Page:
In this text we are mainly interested in the specification and description of systems such as communication protocols, asynchronous circuits, pipeline controllers, vending machines, and others that are suitably described using the “event-based” approach (see Chapter 1). We will use the notion of process for the purpose of modeling the behavior of such event-based systems. Most processes described in this chapter are related to systems with inputs and outputs. In the next section we relate processes to behavior patterns and discuss some examples of processes as well as some basic concepts.
Example 2.1 (VM1) This example deals with a coffee-vending machine VM1 (1) that will accept a coin, dispense a cup of coffee, and will then do nothing further. Its behavior pattern consists of two events occurring sequentially (one after the other). The first event, named ‘coin’, refers to “inserting a coin into the coffee-vending machine.” The second event is named ‘coffee’, and refers to “getting a cup of coffee.” The behavior pattern we have in mind (denoted VM1) may be specified as follows:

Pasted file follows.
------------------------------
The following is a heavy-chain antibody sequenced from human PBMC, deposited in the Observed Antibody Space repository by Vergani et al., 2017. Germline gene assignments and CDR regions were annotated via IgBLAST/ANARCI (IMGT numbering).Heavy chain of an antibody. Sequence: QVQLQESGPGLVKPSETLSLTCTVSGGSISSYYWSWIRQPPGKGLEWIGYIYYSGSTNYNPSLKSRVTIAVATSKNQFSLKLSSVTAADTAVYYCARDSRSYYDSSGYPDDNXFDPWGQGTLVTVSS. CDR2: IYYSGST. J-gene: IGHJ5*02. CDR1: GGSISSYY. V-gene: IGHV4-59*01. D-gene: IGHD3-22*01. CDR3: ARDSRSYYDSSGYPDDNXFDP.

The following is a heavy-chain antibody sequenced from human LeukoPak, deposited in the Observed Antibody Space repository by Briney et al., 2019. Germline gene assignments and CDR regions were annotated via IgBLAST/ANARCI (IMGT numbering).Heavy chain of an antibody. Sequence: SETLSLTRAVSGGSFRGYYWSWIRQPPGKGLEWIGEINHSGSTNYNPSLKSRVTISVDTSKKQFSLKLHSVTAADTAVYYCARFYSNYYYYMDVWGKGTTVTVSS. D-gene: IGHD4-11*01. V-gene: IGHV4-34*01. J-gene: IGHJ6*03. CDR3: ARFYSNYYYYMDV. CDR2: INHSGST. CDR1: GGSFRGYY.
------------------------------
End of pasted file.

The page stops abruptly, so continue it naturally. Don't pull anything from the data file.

VM1:= coin;(coffee; $)
Here we use the symbol ‘:=’ to mean “is defined by.” The symbol ‘$’ denotes the trivial behavior of doing nothing. Following LOTOS (see Chapter 4), we will refer to the symbol ‘;’ as a prefix operator. An expression such as X;Y is admissible only if X is an event and Y is a behavior pattern. If this ...